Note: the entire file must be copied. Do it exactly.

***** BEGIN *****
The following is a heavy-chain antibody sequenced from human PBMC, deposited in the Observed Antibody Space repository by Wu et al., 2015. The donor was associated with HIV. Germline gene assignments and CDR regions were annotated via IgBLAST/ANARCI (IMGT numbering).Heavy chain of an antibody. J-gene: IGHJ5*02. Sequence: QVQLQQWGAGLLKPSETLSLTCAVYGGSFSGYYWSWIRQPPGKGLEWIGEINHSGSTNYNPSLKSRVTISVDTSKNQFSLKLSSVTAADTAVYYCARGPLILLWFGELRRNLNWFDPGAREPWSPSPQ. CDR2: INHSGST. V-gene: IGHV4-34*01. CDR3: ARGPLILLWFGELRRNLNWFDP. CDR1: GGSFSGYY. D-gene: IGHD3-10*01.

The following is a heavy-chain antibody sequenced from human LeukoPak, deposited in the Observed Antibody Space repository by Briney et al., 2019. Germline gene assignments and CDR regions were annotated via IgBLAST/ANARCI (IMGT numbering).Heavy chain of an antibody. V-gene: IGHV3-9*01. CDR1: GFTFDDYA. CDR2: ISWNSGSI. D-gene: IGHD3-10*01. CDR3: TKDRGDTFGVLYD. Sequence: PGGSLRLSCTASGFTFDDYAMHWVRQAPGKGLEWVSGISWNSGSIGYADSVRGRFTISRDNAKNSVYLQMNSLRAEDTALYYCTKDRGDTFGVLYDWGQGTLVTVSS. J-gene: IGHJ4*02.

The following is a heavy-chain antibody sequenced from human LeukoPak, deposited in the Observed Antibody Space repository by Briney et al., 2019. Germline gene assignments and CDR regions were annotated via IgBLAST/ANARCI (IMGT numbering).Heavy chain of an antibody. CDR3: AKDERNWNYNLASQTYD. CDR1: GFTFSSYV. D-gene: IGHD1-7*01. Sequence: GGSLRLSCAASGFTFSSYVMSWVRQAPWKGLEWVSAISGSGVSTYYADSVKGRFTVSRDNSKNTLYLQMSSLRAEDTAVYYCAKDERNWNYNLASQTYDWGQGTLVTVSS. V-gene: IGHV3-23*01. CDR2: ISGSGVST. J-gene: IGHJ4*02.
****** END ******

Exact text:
The following is a heavy-chain antibody sequenced from human PBMC, deposited in the Observed Antibody Space repository by Wu et al., 2015. The donor was associated with HIV. Germline gene assignments and CDR regions were annotated via IgBLAST/ANARCI (IMGT numbering).Heavy chain of an antibody. J-gene: IGHJ5*02. Sequence: QVQLQQWGAGLLKPSETLSLTCAVYGGSFSGYYWSWIRQPPGKGLEWIGEINHSGSTNYNPSLKSRVTISVDTSKNQFSLKLSSVTAADTAVYYCARGPLILLWFGELRRNLNWFDPGAREPWSPSPQ. CDR2: INHSGST. V-gene: IGHV4-34*01. CDR3: ARGPLILLWFGELRRNLNWFDP. CDR1: GGSFSGYY. D-gene: IGHD3-10*01.

The following is a heavy-chain antibody sequenced from human LeukoPak, deposited in the Observed Antibody Space repository by Briney et al., 2019. Germline gene assignments and CDR regions were annotated via IgBLAST/ANARCI (IMGT numbering).Heavy chain of an antibody. V-gene: IGHV3-9*01. CDR1: GFTFDDYA. CDR2: ISWNSGSI. D-gene: IGHD3-10*01. CDR3: TKDRGDTFGVLYD. Sequence: PGGSLRLSCTASGFTFDDYAMHWVRQAPGKGLEWVSGISWNSGSIGYADSVRGRFTISRDNAKNSVYLQMNSLRAEDTALYYCTKDRGDTFGVLYDWGQGTLVTVSS. J-gene: IGHJ4*02.

The following is a heavy-chain antibody sequenced from human LeukoPak, deposited in the Observed Antibody Space repository by Briney et al., 2019. Germline gene assignments and CDR regions were annotated via IgBLAST/ANARCI (IMGT numbering).Heavy chain of an antibody. CDR3: AKDERNWNYNLASQTYD. CDR1: GFTFSSYV. D-gene: IGHD1-7*01. Sequence: GGSLRLSCAASGFTFSSYVMSWVRQAPWKGLEWVSAISGSGVSTYYADSVKGRFTVSRDNSKNTLYLQMSSLRAEDTAVYYCAKDERNWNYNLASQTYDWGQGTLVTVSS. V-gene: IGHV3-23*01. CDR2: ISGSGVST. J-gene: IGHJ4*02.